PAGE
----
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  • Humanism and Creativity in the Renaissance: Essays in Honor of Ronald G. Witt
  • Michael J. B. Allen
Christopher S. Celenza and Kenneth Gouwens, eds. Humanism and Creativity in the Renaissance: Essays in Honor of Ronald G. Witt. Brill's Studies in Intellectual History 136. Leiden: Brill Academic Publishers, 2006. vi + 412 pp. index. illus. tbls. $150. ISBN: 90-04-14907-4.

This handsome Festschrift of fifteen essays, some of them with accompanying edited texts, is in honor of one of the most genial and distinguished historians of Italian humanism, the author of two authoritative studies of Coluccio Salutati, many scholarly articles, and, most recently, the prizewinning book In the Footsteps of the Ancients: The Origins of Humanism from Lovato to Bruni. The dedicatee is also the only past president of the RSA who has been, in triple measure, bitten by a copperhead, attacked by a swan while swimming in the swan's pond, and pushed injuriously into a ditch by a cynical dog on the day before a European sabbatical. A fine in cathedra picture opposes the title page, and there is a warm appreciation by Price Zimmermann as well as an introduction by the two editors. The essays are bundled into three broad categories that certainly speak to the wonderful range of Professor Witt's own intellectual passions.

It is fitting that part 1, "Politics and the Revival of Antiquity," should begin with James Hankins's persuasive study of Bruni and the issue of a classicizing humanism's relationship to the vernacular. Professor Hankins suggests that humanism's essentially elite cultural aspirations strove nonetheless to foster the values associated with good citizenship by making accessible the ancient texts where such values were supposedly embodied. Anthony D'Elia casts an interesting light on the Riminese humanist Pietro Parleo, and edits, for the first time, his oration defending an insubordinate captain with examples from Livy and other classical authors. Benedetto Accolti, the Florentine chancellor, is cogently presented by Robert Black in a synthetic essay that makes use of new manuscript sources, and Melissa Bullard perceptively focuses on Lorenzo de' Medici's gem collection in the light of contemporary collecting practices. Mark Jurdjevic, in an essay entitled "The Guicciardinian Moment," shows how the various political recommendations by Medici partisans on dealing with opponents after the fall of the Florentine republics in 1512 and 1530 involved a reenvisioning of aristocratic, oligarchic principles. John Headley, meanwhile, turns to the interesting links between Guillaume Budé's treatise on wealth and Thomas More's Utopia, and the light they cast on the authors' careers and, by extension, on the role of serving the polity as an intellectual.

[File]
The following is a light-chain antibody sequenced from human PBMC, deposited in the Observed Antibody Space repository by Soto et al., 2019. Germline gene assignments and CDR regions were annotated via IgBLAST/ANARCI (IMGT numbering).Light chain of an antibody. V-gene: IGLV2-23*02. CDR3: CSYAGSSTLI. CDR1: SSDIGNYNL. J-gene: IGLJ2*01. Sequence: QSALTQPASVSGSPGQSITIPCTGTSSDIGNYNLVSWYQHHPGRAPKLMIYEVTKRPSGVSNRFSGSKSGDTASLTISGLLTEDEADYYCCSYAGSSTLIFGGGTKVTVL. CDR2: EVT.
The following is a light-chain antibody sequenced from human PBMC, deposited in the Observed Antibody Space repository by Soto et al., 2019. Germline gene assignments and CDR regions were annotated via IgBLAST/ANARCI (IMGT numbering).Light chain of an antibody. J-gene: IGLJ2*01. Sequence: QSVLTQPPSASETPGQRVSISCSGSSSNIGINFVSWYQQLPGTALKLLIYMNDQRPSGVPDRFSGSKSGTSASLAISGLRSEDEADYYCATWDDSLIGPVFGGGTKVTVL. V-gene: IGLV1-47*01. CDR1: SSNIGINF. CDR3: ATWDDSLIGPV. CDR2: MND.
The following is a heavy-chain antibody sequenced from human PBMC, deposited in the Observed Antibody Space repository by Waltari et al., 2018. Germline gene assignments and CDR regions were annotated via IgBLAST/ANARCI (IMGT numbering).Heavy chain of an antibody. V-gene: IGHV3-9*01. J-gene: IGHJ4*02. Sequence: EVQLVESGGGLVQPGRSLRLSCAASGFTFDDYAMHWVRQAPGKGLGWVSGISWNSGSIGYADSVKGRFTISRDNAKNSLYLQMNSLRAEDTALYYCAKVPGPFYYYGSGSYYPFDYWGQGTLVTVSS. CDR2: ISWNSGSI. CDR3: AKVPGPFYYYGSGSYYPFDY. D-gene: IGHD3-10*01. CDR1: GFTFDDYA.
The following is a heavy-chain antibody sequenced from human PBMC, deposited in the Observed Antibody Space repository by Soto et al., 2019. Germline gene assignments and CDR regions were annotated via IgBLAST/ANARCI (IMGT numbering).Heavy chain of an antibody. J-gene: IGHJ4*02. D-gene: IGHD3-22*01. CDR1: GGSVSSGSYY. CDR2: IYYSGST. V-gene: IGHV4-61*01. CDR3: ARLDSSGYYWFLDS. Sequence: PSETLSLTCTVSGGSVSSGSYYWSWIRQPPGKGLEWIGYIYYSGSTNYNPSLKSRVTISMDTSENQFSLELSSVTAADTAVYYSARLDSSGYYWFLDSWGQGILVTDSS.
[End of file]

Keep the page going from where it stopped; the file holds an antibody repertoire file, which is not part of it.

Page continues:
Part 2, "Humanism, Religion and Moral Philosophy," opens with Timothy Kircher's careful examination of the affinities between Alberti's Intercenales and Boccaccio's Decameron, works suffused with irony and skepticism, despite the Latinitas of the one and the Toscano of the other. Next, John Monfasani contributes a notable piece on George Amiroutzes, a Byzantine from Trebizond who entered the service of Mehmed the Conqueror, and wrote a dialogue on faith that seems to be based on an actual encounter between George and the sultan. Not only has the author recovered the final lost portion of the Greek text, he has effectively [End Page 1166] identified the author of the incomplete Latin version as Acciaiuoli. Father Mahoney skillfully examines the nature and role of metaphysical hierarchy in Ficino, with its epistemological implications, while Charles Fantazzi looks at the Parisian sojourn of Vives from 1509 to 1514, and shows how the various inaugural lectures he composed at the time adumbrate positions later explored in depth in his De disciplinis. Finally, in an essay abounding in memorable curiosa, Anthony Grafton examines how sixteenth-century intellectuals, including Luther, Melanchthon, Della Porta, Erasmus, and Montaigne, sought some level of control, however unsuccessfully, over their dreams, particularly their prophetic dreams.

Part 3, "Erudition and Innovation," has four essays. Paul Grendler gives us a timely appraisal of the 1859 masterpiece by the Prussian historian, Georg Voigt, The Revival of Classical Antiquity. David Lines reexamines the relationship between the universities and the Italian humanists, and argues, arrestingly, for the often receptive role of scholastic...


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